“And Ahab the son of Omri did evil in the sight of the Lord, more than all who were before him. 31 And as if it had been a light thing for him to walk in the sins of Jeroboam the son of Nebat, he took for his wife Jezebel the daughter of Ethbaal king of the Sidonians, and went and served Baal and worshiped him.”1 Kings 16:30-31
Jezebel was in many ways an ancient diplomat. This was one of the roles that high-level marriages played in ancient kingdoms. Powerful men and rulers would marry their daughters off to foreign kingdoms they wished to have alliances with. Alliances meant more than just trade or war partners. Alliances were a means of influencing other nations, seeking to have a say in and direct their policies and culture.
A simple and practical way to do this was to place a well-trained and skilled woman into the household of a powerful foreign people, especially the king’s household. This brought the nations closer together because now their respective royal families were extended families, and it allowed these foreign entities to have a say in the direction of the nation they were now connected to.
It was ancient diplomacy, and this was one of the reasons that God forbade Israelite men, including kings, from marrying foreign women. Because men are often powerless before their wives and are often unable, or unwilling, to stop the foreign influences these marriages brought into their nation. This was true of men even in ancient patriarchal times.
Jezebel appears to have been particularly skilled in her role as a foreign influencer, and Ahab appears to have been particularly weak at resisting her influence, because he capitulated completely to her foreign policy goals. She turned the king of Yahweh’s kingdom into a flag waving promoter of Baal, the god of the Phoenicians (Canaanites). This is the goal of foreign relations, to get foreign nations to align with your nation’s interests as much as possible. In modern terms, Jezebel was a successful and influential promoter of Phoenician exceptionalism, and she was also an agent of pure evil.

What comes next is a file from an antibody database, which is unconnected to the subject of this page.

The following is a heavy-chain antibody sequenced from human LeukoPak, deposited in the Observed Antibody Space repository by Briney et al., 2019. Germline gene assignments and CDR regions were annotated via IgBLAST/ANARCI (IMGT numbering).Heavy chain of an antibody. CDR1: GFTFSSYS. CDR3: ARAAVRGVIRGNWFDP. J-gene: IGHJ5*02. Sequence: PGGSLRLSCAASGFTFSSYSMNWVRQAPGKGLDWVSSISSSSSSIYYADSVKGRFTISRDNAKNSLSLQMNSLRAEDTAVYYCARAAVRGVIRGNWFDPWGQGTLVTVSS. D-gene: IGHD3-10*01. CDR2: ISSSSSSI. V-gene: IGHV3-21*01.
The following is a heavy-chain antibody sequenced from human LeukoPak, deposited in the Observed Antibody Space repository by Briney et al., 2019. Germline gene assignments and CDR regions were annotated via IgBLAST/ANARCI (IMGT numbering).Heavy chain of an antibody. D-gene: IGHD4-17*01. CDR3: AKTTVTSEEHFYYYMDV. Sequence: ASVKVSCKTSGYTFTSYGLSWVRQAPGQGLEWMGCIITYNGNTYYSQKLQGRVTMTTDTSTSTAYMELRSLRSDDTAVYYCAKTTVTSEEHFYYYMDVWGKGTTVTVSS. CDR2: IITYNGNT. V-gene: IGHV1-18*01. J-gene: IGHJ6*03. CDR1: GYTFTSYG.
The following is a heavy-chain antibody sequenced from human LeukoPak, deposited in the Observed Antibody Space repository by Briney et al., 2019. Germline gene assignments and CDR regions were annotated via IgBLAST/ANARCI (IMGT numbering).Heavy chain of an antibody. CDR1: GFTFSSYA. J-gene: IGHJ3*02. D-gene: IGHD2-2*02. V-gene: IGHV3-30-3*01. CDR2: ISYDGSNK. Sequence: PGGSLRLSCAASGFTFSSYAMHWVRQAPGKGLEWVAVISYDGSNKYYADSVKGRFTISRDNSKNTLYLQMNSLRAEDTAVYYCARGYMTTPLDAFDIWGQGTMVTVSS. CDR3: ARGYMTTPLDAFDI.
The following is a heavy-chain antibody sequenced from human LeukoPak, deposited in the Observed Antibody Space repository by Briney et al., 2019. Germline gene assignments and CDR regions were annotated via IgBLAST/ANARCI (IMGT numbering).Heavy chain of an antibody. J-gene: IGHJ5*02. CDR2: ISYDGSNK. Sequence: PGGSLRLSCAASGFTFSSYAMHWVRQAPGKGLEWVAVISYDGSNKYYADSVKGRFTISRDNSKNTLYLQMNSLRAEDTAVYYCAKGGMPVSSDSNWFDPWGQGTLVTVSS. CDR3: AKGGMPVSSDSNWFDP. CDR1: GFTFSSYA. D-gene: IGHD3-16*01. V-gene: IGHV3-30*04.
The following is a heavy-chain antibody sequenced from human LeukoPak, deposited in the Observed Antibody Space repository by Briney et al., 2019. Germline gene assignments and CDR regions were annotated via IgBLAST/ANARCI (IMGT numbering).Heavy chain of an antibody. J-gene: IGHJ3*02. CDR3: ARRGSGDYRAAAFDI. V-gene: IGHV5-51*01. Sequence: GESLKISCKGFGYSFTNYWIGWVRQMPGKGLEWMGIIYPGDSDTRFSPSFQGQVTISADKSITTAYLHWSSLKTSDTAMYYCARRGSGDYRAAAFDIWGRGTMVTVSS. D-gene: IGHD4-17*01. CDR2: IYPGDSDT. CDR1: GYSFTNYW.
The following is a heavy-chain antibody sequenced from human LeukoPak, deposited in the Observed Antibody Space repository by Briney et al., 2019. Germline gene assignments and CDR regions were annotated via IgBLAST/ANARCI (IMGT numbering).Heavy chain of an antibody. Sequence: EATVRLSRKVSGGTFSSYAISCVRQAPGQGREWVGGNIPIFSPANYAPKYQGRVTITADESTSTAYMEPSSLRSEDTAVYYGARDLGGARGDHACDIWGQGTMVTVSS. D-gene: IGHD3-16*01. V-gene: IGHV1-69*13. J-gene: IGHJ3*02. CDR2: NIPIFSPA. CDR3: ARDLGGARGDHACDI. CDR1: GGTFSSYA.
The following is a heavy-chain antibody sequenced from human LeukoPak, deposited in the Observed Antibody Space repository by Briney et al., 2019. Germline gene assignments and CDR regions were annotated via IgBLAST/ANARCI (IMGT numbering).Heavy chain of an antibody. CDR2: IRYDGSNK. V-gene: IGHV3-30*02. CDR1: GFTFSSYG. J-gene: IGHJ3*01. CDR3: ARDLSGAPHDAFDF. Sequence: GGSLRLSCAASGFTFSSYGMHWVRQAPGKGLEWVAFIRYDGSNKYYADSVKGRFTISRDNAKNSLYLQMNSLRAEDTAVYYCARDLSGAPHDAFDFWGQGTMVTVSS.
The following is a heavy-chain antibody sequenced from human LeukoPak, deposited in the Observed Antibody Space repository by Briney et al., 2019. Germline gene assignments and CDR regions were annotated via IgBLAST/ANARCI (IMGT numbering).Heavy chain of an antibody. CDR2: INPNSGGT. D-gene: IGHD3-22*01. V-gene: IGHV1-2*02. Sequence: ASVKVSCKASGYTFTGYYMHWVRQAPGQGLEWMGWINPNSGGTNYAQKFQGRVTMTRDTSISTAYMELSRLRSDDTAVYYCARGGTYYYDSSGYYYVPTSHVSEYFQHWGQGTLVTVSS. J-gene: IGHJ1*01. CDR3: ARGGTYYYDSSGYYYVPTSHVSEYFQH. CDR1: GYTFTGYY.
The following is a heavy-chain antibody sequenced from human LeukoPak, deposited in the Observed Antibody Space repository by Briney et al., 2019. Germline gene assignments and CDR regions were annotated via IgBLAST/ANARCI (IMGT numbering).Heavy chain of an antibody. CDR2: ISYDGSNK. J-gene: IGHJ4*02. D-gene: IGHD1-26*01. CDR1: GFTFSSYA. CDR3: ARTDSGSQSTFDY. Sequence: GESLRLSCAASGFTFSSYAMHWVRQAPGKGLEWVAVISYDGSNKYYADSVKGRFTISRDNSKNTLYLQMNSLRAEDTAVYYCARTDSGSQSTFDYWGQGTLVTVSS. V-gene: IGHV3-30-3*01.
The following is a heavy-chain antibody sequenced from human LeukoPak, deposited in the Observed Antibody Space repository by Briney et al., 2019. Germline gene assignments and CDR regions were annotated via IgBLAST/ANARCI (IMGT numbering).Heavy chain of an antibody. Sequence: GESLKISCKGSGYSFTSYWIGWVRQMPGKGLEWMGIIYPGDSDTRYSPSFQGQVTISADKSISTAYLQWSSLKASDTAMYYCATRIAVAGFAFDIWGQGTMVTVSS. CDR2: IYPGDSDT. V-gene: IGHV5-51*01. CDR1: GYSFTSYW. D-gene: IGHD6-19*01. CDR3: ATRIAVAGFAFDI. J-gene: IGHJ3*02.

Jezebel turned the worship of Israel towards the licentious and idolatrous practice of Baal and Asherah worship. She murdered and severely persecuted the prophets of the Lord (1 Kings 18:4, 13), she empowered the prophets of Baal and brought them into the royal household giving them a privileged position (1 Kings 18:19), and she usurped the king’s role in managing the direction of the religious state of the Israelite people (1 Kings 19:1). She was in every way an agent of the dark and evil forces that come into this world through the influence of the demons that the pagan worshippers followed.
So, it should surprise absolutely no one that she is at the centre of one of the most famous and grievous conspiracies in all the Bible (not the absolute most, we will get to that one). In 2 Kings 21, we read that Ahab wanted the vineyard of a man called Naboth. Naboth refuses, “3 But Naboth said to Ahab, “The Lord forbid that I should give you the inheritance of my fathers” (1 Kings 21:3). Contrary to what many modern conservatives think, the Old Testament property laws were not like our modern private property laws. Land could not just be sold in perpetuity and transferred at will, the Bible supported liberal trade, but not free trade. An Israelite who had fallen on hard times could sell his property to pay for his debts, but the property was to be returned to his immediate family or eligible nearest kin in the year of Jubilee through the process of redemption. Therefore, a good man, especially a man of means would not sell his family’s property, because it was their rightful inheritance (Prov. 13:22).
Ahab was depressed because Naboth refused his offer, so Jezebel consoles her weak-minded husband and tells him that she will get him the vineyard. Her plan? This: